What We're Reading: House Passes CHIP Funding; Cancer Blood Test; Drug Policy Office Budget

House passes spending bill that includes funding for the Children's Health Insurance Program for 6 years; researchers work on an experimental blood test that could detect 8 cancers; President Donald Trump plans to slash the budget of the Office of National Drug Control Policy by as much as 95%.

House Passes CHIP Funding as Part of Spending Bill

By a vote of 230 to 197, the House of Representatives passed a spending bill that would a government shutdown. According to The New York Times, the bill provides funding for the Children’s Health Insurance Program (CHIP) for 6 years. However, Senate Republicans are unlikely to sway enough Democratic votes. Democrats want more concessions as part of the spending bill, including a stronger government response to the opioid epidemic and protection for young immigrants brought to the country illegally when they were children.

Blood Test Could Detect 8 Cancers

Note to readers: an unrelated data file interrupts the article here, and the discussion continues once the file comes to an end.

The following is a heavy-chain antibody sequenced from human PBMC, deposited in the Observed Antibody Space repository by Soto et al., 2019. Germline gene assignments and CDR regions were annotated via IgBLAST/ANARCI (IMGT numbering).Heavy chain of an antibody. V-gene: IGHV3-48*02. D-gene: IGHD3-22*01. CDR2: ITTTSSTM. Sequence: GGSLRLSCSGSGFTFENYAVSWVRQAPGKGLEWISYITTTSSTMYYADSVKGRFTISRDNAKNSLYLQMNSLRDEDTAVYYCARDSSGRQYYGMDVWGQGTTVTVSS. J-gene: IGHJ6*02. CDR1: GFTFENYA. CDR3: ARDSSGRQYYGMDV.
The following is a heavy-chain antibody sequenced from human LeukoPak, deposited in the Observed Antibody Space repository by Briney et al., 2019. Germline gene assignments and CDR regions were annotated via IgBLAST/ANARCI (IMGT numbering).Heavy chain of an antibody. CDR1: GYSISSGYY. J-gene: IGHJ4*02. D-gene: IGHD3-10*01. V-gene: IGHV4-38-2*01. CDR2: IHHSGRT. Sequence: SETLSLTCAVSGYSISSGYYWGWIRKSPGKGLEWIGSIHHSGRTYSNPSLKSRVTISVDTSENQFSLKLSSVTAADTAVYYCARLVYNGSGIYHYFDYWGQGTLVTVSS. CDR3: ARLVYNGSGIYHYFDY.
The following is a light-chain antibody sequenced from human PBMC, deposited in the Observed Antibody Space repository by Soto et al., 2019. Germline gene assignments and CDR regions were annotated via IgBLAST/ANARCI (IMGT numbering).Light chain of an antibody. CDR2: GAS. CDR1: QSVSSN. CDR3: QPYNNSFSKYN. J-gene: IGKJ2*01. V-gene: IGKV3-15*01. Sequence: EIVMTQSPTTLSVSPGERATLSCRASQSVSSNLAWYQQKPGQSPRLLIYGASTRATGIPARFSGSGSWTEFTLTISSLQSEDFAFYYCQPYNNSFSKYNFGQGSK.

A blood test in development might be able to detect 8 common cancers in the earliest stages, when those cancers are treatable. Researchers hope that the experimental test—which focuses on breast, colon, esophagus, liver, lung, ovarian, pancreas, and stomach cancers—will only cost $500, reported NPR. The researchers reported that, while the test was only successful 40% of the time in patients with stage 1 cancers, the finding still represents an important milestone in detecting cancers.

Trump Plans to Slash Drug Policy Office Budget

The budget of the Office of National Drug Control Policy could be cut by as much as 95%, according to plans from President Donald Trump. The office is responsible for coordinating the government’s response to the opioid crisis, according to Politico. The reduction in funding would mean moving the office’s 2 main grant programs to HHS and the Justice Department. The administration tried to eliminate those grant programs earlier, but received pushback from both parties.